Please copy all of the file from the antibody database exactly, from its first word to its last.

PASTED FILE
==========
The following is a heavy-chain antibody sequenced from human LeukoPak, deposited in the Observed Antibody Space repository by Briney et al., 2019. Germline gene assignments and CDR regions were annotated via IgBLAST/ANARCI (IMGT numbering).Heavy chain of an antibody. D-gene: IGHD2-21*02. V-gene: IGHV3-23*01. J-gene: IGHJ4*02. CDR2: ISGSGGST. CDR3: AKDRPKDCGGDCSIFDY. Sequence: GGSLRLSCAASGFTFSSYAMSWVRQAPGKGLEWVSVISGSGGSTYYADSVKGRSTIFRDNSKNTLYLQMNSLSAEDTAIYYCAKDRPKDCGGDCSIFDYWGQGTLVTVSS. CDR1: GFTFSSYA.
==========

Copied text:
The following is a heavy-chain antibody sequenced from human LeukoPak, deposited in the Observed Antibody Space repository by Briney et al., 2019. Germline gene assignments and CDR regions were annotated via IgBLAST/ANARCI (IMGT numbering).Heavy chain of an antibody. D-gene: IGHD2-21*02. V-gene: IGHV3-23*01. J-gene: IGHJ4*02. CDR2: ISGSGGST. CDR3: AKDRPKDCGGDCSIFDY. Sequence: GGSLRLSCAASGFTFSSYAMSWVRQAPGKGLEWVSVISGSGGSTYYADSVKGRSTIFRDNSKNTLYLQMNSLSAEDTAIYYCAKDRPKDCGGDCSIFDYWGQGTLVTVSS. CDR1: GFTFSSYA.